Reading between the bars: evaluating probation, remodelling offenders, and reducing recidivism

AuthorRathna Koman/Matthew Soo
PositionAssociate Professor of Law (Practice)/LLB Candidate,Yong Pung How School of Law, Singapore Management University
British Journal of Community Justice
©2021 Manchester Metropolitan University
ISSN 1475-0279
Vol. 17(2) 134149
Rathna N. Koman, Associate Professor of Law (Practice)
Matthew Soo Yee, LLB Candidate,Yong Pung How School of Law, Singapore Management University,
Contact details:
Probation has been in existence in Singapore for more than 70 years. Given its long existence and vested interest in
community-based sentencing, this paper calls for an effective measurement of probation officers training and
supervision of the offenders measured against recidivism. First the paper focuses on the genesis and evolution of
probation coupled with a brief description of programs conducted by probation officers since its introduction till its
present iteration, along with i ts merits. The emphasis lies in the shift from a supervisory program to one which
proactively seeks to transform behaviour, hence reaffirming remodelling character of probation. Second, it is
recommended that effectiveness of training, supervision of offenders by Probation Officers be measured against the
rate of recidivism. To this end, it is proposed that effectiveness of probation can only be measured against recidivism
given that probation targets criminogenic needs of offenders. An evaluation of data presented on recidivism suggests
that while the recidivism rate is decreasing, it does not maximize the potential role of Probation Officers. Third,
training along the lines of Strategic Training Initiative in Community Supervision (STICs) program can be considered
to enhance lower recidivism rates. Lastly, it is recommended that Randomized Controlled Trials (RCTs) be conducted
for evidence-based policy making in criminal justice system, since RCTs can be useful in assessing the efficacy of
probation as a community-based sentencing tool, particularly whether the policy orientation of probation meets the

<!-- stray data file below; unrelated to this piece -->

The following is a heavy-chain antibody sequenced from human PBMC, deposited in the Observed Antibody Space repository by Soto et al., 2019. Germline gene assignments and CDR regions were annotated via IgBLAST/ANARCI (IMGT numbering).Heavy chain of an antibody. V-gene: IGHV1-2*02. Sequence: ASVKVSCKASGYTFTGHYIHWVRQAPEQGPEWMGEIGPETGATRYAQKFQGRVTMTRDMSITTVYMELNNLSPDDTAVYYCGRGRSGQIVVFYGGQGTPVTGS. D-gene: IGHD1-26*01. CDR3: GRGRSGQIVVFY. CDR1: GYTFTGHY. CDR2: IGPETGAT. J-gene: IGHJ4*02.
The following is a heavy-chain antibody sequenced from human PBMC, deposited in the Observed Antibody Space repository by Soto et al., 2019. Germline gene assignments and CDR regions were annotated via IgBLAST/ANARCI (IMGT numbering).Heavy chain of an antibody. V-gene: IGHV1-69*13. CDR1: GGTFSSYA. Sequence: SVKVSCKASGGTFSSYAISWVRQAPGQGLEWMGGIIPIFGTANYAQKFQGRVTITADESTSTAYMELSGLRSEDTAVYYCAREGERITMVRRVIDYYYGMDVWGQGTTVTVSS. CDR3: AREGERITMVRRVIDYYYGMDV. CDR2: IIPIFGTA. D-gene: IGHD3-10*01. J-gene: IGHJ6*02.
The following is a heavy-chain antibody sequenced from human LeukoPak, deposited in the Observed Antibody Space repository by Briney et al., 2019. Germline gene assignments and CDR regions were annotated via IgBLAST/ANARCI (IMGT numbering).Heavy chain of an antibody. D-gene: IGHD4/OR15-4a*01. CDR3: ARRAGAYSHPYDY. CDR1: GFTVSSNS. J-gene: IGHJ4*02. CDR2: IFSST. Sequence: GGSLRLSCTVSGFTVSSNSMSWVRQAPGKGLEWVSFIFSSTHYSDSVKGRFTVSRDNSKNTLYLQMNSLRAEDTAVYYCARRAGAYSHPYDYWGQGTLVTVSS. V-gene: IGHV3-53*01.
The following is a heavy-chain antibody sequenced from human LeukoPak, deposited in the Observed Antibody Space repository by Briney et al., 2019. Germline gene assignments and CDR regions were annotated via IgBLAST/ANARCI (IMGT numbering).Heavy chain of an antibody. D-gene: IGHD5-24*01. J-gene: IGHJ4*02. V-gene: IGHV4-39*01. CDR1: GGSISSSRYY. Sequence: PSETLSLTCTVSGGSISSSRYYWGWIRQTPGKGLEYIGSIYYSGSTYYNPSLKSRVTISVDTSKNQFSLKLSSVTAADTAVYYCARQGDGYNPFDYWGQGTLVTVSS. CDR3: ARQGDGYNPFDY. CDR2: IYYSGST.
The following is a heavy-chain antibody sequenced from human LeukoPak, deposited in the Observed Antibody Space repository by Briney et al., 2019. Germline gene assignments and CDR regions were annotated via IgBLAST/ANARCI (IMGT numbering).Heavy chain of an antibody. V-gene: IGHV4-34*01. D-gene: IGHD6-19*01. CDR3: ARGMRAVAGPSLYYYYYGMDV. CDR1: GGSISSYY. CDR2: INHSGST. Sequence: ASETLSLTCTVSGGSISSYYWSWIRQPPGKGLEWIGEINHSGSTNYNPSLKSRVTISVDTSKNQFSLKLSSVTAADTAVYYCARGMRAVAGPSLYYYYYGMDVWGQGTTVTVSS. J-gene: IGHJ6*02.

goal of reducing crime.
Probation, Remodelling, Recidivism, Rehabilitation, Randomized Controlled Trials, Two-Tier System, Strategic
Training Initiative in Community Supervision Singapore, Evidence-Based Policy Making.
Probation as a sentence has existed in Singapore since 1949. In the year s following its introduction, Singapore
transitioned from a crime-control model towards one allowing for rehabilitation and reintegration for crimes and
offenders on the rehabilitative spectrum. Against this backdrop, Singapore’s Probation program has undergone a
gradual evolution. This paper seeks to track the developments in the area of probation with particular emphasis on
the role played by probation officers within the probationary system and the actual rehabilitative programs
introduced measured against recidivism. While it has generally been assumed that these programs and the
improvements made to them are effective in better rehabilitating and reintegrating probationers into society, there
is value in documenting and measuring the effectiveness of these programs.
To address this problem, this paper looks at the development of Probation since independence. It considers the
philosophical underpinnings of the sentence and how these principles were operationalized through the years.
Further, using the recidivism rate as a basis of c omparison, this paper considers whether the evolution has been
effective. Finally, drawing upon the experience of countries such as Canada and the United Kingdom, this paper
makes two specific suggestions in relation to the training of Probation Officers. We further suggest the adoption of
Randomized Controlled Test to better measure the effectiveness of our Probation program more generally.
Koman and Soo
The evolution of probation in Singapore
This segment considers the philosophical underpinnings behind a probationary sentence. It then briefly describes
the programs conducted by probation officers since its introduction till its present iteration, highlighting in particular
the shift from a supervisory program to one which proactively seeks to transform behaviour. This description being